In 1982, I was among a group of Yarmouk University Jordanian students who were attending The First Arab Youth and Environment meeting in Cairo. Delegates from several Arab countries came and we felt the Egyptians just wanted another meeting in Cairo to say the Arabs have forgotten Camp David and they are back to our bosoms. Cairo post-Camp David agreement had some Israeli tourists and we happened to share a hotel (The Nile Hotel; Nasser days grand thing) with a small group of them. A police officer was stationed in the lobby and I saw that he escorted them on their bus tours. One day after the sessions, we stopped at the Lobby desk for the keys, and this couple who looked like they are typical Middle Easterners in their mid 50s, were curious and started chatting. I said I am from Jordan. They said they were originally from Baghdad and I remember the name Souq El Shurjeh came up. Israeli Jews of Arab origin. Wow! The woman was talking in a nostalgic if not sad tone and concluded by saying “Inshallah Yeseer Salam” [Inshallah there will be peace] and we get to visit Iraq again. A little Iraqi delegate was reading the newspaper and obviously listening to the discourse but was not saying much till then. He interrupted her by shouting “La Salam w La Kalam. Nelteqi Weyakum Ala El Jabhah.” [No peace (or greetings); no words between us. We meet at the front]. Dead silence. I was between shocked that he was so direct and mean to a couple of tourists who were being just polite or shooting the breeze; and between admiring the fancy words of combat “no words. we meet at the front.”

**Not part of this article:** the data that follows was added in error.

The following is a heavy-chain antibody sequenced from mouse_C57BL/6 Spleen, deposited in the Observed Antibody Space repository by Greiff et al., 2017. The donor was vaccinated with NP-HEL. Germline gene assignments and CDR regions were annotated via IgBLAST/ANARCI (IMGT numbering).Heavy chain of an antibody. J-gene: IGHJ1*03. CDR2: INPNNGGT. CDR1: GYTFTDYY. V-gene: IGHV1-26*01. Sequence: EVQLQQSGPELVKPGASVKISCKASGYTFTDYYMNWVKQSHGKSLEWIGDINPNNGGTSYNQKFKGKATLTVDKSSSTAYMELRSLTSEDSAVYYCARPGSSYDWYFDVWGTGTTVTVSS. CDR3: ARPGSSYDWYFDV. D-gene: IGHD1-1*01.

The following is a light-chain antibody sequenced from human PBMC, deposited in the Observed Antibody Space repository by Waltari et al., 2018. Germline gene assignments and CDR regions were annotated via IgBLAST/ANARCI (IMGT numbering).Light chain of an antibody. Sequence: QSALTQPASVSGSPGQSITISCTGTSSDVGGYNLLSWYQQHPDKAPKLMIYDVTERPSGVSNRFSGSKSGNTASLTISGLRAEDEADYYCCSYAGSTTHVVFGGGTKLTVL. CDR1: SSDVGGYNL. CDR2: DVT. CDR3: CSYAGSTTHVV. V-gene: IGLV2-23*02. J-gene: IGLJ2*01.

I went back to my room. Minutes later, the door knocks. It was the other Iraqi delegate. He worked (I can’t remember his name now, Dr. Khalid?) with the Iraqi Red Crescent. He was attending the meeting because at that time “environment” or “ecology” or “recycling” were totally new concepts. Anyway, a nice, older man, who wore glasses and has a fair complexion that for sure, not the typical Iraqi. He was staying in a room on my floor. He had a box of Iraqi sweets in his hand and he said I want to ask you a favor. I said sure. He said, please keep this between us. Can you go and offer some of the sweets to the couple who just talked to us? I was puzzled. Why don’t you go and offer them yourself? He said “Aini” [my eye or dear friend] the guy who shouted at them today is the [Iraqi] intelligence guy they sent with us. If he sees me talking to these tourists, that will be a very bad thing! He said: please, just offer them some. They will like it, they mentioned Souq El Shurjeh! We knew they were 3 doors or more down the corridor. I did. They loved the gesture. I don’t remember if they asked who offered it but I remember them recognizing the sweets. Men El Sama in Arabic? something like a white Nougat with cardamom? I thought to myself. Peace is possible. No matter how many nut jobs each side has. Human spirit will prevail at the end.